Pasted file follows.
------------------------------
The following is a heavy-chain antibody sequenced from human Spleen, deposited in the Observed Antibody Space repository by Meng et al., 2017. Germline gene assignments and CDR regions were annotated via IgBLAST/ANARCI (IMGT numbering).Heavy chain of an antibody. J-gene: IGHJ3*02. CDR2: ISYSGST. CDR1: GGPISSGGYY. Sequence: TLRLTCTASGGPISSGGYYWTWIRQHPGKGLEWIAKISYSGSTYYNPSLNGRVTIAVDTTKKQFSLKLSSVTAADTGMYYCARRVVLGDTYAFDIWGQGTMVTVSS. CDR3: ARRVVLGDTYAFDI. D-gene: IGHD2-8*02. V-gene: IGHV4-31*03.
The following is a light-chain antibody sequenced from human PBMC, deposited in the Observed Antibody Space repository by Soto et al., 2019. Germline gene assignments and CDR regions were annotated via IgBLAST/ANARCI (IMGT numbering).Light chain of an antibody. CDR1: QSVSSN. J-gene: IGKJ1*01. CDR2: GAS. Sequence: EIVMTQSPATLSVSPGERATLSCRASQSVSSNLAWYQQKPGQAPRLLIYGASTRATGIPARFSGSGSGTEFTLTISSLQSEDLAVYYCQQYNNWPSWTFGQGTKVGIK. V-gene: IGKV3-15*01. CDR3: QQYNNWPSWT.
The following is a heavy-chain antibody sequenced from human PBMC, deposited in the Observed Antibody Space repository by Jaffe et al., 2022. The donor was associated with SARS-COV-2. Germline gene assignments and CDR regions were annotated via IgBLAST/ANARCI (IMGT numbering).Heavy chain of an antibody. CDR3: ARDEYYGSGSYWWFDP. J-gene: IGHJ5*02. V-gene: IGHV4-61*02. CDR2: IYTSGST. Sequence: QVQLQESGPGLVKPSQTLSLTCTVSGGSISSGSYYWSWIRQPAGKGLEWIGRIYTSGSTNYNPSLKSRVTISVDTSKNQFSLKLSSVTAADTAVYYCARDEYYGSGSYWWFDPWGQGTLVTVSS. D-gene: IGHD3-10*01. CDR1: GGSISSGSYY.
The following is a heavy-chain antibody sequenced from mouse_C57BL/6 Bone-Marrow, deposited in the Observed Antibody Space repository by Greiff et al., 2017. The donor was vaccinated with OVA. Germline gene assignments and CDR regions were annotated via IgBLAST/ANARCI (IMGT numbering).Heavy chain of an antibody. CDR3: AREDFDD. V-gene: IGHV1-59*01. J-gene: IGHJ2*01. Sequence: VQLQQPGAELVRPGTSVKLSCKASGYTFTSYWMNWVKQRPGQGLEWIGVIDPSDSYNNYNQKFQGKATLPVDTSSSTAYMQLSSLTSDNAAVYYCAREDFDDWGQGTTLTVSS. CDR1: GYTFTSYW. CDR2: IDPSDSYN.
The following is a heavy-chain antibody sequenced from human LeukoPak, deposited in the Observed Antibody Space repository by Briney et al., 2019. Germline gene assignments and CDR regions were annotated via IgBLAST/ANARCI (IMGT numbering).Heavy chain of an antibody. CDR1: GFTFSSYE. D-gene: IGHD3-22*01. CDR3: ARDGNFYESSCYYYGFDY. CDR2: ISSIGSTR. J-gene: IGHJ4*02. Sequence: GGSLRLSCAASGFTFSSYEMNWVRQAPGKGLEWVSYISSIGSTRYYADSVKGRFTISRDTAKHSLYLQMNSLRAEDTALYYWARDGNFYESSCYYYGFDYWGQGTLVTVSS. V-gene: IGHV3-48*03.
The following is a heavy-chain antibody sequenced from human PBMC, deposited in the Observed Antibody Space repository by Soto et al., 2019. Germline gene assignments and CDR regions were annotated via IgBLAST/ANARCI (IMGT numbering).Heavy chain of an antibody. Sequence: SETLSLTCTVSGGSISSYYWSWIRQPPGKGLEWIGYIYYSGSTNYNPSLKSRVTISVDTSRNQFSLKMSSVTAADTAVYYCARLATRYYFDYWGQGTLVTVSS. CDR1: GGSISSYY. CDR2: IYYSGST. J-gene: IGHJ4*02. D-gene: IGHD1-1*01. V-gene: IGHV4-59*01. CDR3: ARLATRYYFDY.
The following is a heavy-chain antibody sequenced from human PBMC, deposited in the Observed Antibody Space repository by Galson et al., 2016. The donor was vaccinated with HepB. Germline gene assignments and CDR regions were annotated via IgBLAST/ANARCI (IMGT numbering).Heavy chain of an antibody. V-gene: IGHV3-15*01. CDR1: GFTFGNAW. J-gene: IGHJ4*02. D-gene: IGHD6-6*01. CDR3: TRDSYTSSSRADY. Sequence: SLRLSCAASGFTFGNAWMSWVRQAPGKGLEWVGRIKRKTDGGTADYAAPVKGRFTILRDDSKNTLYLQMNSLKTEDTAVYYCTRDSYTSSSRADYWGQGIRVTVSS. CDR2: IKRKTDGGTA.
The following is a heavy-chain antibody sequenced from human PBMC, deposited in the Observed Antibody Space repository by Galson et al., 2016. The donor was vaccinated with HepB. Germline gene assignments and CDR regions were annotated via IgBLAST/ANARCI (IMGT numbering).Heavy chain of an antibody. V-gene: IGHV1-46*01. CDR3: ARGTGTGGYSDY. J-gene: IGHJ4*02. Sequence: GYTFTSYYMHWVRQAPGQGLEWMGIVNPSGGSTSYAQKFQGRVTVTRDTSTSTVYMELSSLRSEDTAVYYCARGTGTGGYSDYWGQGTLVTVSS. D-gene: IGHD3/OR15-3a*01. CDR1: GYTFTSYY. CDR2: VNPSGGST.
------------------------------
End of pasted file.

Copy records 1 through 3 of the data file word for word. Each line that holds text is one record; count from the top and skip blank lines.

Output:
The following is a heavy-chain antibody sequenced from human Spleen, deposited in the Observed Antibody Space repository by Meng et al., 2017. Germline gene assignments and CDR regions were annotated via IgBLAST/ANARCI (IMGT numbering).Heavy chain of an antibody. J-gene: IGHJ3*02. CDR2: ISYSGST. CDR1: GGPISSGGYY. Sequence: TLRLTCTASGGPISSGGYYWTWIRQHPGKGLEWIAKISYSGSTYYNPSLNGRVTIAVDTTKKQFSLKLSSVTAADTGMYYCARRVVLGDTYAFDIWGQGTMVTVSS. CDR3: ARRVVLGDTYAFDI. D-gene: IGHD2-8*02. V-gene: IGHV4-31*03.
The following is a light-chain antibody sequenced from human PBMC, deposited in the Observed Antibody Space repository by Soto et al., 2019. Germline gene assignments and CDR regions were annotated via IgBLAST/ANARCI (IMGT numbering).Light chain of an antibody. CDR1: QSVSSN. J-gene: IGKJ1*01. CDR2: GAS. Sequence: EIVMTQSPATLSVSPGERATLSCRASQSVSSNLAWYQQKPGQAPRLLIYGASTRATGIPARFSGSGSGTEFTLTISSLQSEDLAVYYCQQYNNWPSWTFGQGTKVGIK. V-gene: IGKV3-15*01. CDR3: QQYNNWPSWT.
The following is a heavy-chain antibody sequenced from human PBMC, deposited in the Observed Antibody Space repository by Jaffe et al., 2022. The donor was associated with SARS-COV-2. Germline gene assignments and CDR regions were annotated via IgBLAST/ANARCI (IMGT numbering).Heavy chain of an antibody. CDR3: ARDEYYGSGSYWWFDP. J-gene: IGHJ5*02. V-gene: IGHV4-61*02. CDR2: IYTSGST. Sequence: QVQLQESGPGLVKPSQTLSLTCTVSGGSISSGSYYWSWIRQPAGKGLEWIGRIYTSGSTNYNPSLKSRVTISVDTSKNQFSLKLSSVTAADTAVYYCARDEYYGSGSYWWFDPWGQGTLVTVSS. D-gene: IGHD3-10*01. CDR1: GGSISSGSYY.